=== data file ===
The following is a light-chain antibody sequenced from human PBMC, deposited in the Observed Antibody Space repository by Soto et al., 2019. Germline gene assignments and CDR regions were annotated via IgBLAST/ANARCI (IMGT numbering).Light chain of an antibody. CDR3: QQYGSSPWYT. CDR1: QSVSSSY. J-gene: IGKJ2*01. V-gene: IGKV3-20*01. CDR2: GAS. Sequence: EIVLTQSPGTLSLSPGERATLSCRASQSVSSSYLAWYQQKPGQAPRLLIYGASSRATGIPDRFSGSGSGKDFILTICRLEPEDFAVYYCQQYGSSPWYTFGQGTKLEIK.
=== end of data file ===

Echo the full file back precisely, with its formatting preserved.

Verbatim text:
The following is a light-chain antibody sequenced from human PBMC, deposited in the Observed Antibody Space repository by Soto et al., 2019. Germline gene assignments and CDR regions were annotated via IgBLAST/ANARCI (IMGT numbering).Light chain of an antibody. CDR3: QQYGSSPWYT. CDR1: QSVSSSY. J-gene: IGKJ2*01. V-gene: IGKV3-20*01. CDR2: GAS. Sequence: EIVLTQSPGTLSLSPGERATLSCRASQSVSSSYLAWYQQKPGQAPRLLIYGASSRATGIPDRFSGSGSGKDFILTICRLEPEDFAVYYCQQYGSSPWYTFGQGTKLEIK.